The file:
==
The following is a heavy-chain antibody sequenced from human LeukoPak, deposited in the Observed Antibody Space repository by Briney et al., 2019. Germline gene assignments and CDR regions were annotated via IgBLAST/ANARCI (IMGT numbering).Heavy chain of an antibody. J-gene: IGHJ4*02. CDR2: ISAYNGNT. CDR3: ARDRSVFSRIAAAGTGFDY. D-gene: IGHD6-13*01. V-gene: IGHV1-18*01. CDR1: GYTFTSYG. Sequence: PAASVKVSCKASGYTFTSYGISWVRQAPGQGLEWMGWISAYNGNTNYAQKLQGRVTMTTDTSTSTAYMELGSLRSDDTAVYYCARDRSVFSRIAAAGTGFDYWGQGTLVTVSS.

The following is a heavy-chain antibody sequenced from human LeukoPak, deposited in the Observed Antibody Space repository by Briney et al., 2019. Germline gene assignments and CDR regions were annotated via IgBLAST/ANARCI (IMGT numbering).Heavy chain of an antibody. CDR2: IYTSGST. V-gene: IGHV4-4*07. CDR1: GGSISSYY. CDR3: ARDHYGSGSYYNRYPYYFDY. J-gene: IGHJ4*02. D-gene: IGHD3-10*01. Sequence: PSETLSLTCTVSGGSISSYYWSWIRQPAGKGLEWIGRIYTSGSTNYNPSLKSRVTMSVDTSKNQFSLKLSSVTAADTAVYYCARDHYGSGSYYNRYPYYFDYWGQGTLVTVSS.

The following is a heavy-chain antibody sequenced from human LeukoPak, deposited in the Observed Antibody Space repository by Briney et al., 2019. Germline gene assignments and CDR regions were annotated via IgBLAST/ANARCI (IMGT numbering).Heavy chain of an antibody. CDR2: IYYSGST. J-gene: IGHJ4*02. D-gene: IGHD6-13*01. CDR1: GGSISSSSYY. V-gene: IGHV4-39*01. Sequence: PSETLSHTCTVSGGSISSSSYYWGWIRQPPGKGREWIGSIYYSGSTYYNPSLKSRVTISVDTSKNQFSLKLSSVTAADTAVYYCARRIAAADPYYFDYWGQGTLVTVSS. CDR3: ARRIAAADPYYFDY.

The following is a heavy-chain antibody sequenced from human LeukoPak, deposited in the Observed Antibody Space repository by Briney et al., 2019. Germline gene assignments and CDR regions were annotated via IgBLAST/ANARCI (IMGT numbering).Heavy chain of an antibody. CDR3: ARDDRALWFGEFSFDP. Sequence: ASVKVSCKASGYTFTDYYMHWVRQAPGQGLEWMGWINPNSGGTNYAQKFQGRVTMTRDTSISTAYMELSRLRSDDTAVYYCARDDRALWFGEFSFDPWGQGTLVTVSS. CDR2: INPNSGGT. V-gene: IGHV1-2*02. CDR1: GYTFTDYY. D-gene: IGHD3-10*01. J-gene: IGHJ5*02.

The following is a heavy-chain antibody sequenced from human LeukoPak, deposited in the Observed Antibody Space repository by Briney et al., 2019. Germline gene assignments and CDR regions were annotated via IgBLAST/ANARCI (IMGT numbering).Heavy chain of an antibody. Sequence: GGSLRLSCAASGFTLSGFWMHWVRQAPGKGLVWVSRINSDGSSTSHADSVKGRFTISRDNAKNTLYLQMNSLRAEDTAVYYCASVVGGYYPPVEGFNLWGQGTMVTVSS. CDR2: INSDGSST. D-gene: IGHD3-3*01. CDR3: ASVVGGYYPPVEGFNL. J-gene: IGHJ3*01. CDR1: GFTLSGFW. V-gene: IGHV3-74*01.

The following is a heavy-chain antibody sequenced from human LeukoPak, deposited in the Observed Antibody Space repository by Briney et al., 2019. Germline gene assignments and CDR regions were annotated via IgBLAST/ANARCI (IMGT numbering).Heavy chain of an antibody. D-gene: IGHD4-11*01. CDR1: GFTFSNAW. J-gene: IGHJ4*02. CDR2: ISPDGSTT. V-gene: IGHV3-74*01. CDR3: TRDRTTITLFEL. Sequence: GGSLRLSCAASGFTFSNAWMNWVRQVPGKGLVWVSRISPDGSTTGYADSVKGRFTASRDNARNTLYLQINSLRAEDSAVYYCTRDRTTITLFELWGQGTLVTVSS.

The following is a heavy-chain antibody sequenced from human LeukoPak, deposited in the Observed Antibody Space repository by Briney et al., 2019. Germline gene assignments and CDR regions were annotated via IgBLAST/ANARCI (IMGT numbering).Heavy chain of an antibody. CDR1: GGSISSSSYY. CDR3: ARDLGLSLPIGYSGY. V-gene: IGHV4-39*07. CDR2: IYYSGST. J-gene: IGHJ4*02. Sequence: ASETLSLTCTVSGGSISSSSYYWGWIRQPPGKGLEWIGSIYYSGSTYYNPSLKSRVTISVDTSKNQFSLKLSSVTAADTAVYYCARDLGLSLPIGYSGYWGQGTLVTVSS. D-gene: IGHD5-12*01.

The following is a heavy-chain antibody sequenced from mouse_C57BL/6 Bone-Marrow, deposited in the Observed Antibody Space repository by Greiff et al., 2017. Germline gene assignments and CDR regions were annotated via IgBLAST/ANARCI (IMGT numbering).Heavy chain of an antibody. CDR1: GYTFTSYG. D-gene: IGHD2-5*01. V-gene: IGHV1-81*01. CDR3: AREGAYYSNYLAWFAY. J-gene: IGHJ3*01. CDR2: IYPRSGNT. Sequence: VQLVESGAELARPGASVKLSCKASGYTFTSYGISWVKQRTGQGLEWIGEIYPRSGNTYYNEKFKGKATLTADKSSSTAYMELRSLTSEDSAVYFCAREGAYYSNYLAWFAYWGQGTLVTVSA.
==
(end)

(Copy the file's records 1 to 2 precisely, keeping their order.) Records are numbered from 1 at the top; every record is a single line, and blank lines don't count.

The following is a heavy-chain antibody sequenced from human LeukoPak, deposited in the Observed Antibody Space repository by Briney et al., 2019. Germline gene assignments and CDR regions were annotated via IgBLAST/ANARCI (IMGT numbering).Heavy chain of an antibody. J-gene: IGHJ4*02. CDR2: ISAYNGNT. CDR3: ARDRSVFSRIAAAGTGFDY. D-gene: IGHD6-13*01. V-gene: IGHV1-18*01. CDR1: GYTFTSYG. Sequence: PAASVKVSCKASGYTFTSYGISWVRQAPGQGLEWMGWISAYNGNTNYAQKLQGRVTMTTDTSTSTAYMELGSLRSDDTAVYYCARDRSVFSRIAAAGTGFDYWGQGTLVTVSS.

The following is a heavy-chain antibody sequenced from human LeukoPak, deposited in the Observed Antibody Space repository by Briney et al., 2019. Germline gene assignments and CDR regions were annotated via IgBLAST/ANARCI (IMGT numbering).Heavy chain of an antibody. CDR2: IYTSGST. V-gene: IGHV4-4*07. CDR1: GGSISSYY. CDR3: ARDHYGSGSYYNRYPYYFDY. J-gene: IGHJ4*02. D-gene: IGHD3-10*01. Sequence: PSETLSLTCTVSGGSISSYYWSWIRQPAGKGLEWIGRIYTSGSTNYNPSLKSRVTMSVDTSKNQFSLKLSSVTAADTAVYYCARDHYGSGSYYNRYPYYFDYWGQGTLVTVSS.